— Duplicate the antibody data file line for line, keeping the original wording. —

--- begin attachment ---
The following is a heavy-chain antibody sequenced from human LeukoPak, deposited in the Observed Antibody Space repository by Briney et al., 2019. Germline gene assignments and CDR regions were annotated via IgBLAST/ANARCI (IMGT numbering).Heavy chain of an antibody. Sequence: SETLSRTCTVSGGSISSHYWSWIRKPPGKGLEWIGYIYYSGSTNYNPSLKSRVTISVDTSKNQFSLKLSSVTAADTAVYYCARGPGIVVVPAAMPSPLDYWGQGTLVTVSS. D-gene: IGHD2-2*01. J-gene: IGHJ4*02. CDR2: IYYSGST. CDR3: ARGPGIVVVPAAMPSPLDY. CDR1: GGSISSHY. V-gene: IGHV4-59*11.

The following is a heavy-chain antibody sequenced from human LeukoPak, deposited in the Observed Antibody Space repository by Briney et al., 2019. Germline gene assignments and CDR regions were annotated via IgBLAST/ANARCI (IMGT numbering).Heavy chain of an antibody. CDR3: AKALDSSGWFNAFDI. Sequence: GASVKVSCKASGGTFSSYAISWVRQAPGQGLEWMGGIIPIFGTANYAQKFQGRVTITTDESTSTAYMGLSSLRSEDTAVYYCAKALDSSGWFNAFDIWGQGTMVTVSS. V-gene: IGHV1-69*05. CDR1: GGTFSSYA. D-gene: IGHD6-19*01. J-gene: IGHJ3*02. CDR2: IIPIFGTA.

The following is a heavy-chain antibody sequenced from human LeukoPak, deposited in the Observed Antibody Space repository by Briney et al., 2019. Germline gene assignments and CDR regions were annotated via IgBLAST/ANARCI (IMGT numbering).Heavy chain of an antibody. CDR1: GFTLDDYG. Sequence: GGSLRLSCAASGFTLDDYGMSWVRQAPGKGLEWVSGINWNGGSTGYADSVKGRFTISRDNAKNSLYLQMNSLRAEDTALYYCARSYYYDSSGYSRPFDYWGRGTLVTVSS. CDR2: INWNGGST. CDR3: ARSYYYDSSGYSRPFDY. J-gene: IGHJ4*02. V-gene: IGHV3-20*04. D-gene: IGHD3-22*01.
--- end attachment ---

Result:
The following is a heavy-chain antibody sequenced from human LeukoPak, deposited in the Observed Antibody Space repository by Briney et al., 2019. Germline gene assignments and CDR regions were annotated via IgBLAST/ANARCI (IMGT numbering).Heavy chain of an antibody. Sequence: SETLSRTCTVSGGSISSHYWSWIRKPPGKGLEWIGYIYYSGSTNYNPSLKSRVTISVDTSKNQFSLKLSSVTAADTAVYYCARGPGIVVVPAAMPSPLDYWGQGTLVTVSS. D-gene: IGHD2-2*01. J-gene: IGHJ4*02. CDR2: IYYSGST. CDR3: ARGPGIVVVPAAMPSPLDY. CDR1: GGSISSHY. V-gene: IGHV4-59*11.

The following is a heavy-chain antibody sequenced from human LeukoPak, deposited in the Observed Antibody Space repository by Briney et al., 2019. Germline gene assignments and CDR regions were annotated via IgBLAST/ANARCI (IMGT numbering).Heavy chain of an antibody. CDR3: AKALDSSGWFNAFDI. Sequence: GASVKVSCKASGGTFSSYAISWVRQAPGQGLEWMGGIIPIFGTANYAQKFQGRVTITTDESTSTAYMGLSSLRSEDTAVYYCAKALDSSGWFNAFDIWGQGTMVTVSS. V-gene: IGHV1-69*05. CDR1: GGTFSSYA. D-gene: IGHD6-19*01. J-gene: IGHJ3*02. CDR2: IIPIFGTA.

The following is a heavy-chain antibody sequenced from human LeukoPak, deposited in the Observed Antibody Space repository by Briney et al., 2019. Germline gene assignments and CDR regions were annotated via IgBLAST/ANARCI (IMGT numbering).Heavy chain of an antibody. CDR1: GFTLDDYG. Sequence: GGSLRLSCAASGFTLDDYGMSWVRQAPGKGLEWVSGINWNGGSTGYADSVKGRFTISRDNAKNSLYLQMNSLRAEDTALYYCARSYYYDSSGYSRPFDYWGRGTLVTVSS. CDR2: INWNGGST. CDR3: ARSYYYDSSGYSRPFDY. J-gene: IGHJ4*02. V-gene: IGHV3-20*04. D-gene: IGHD3-22*01.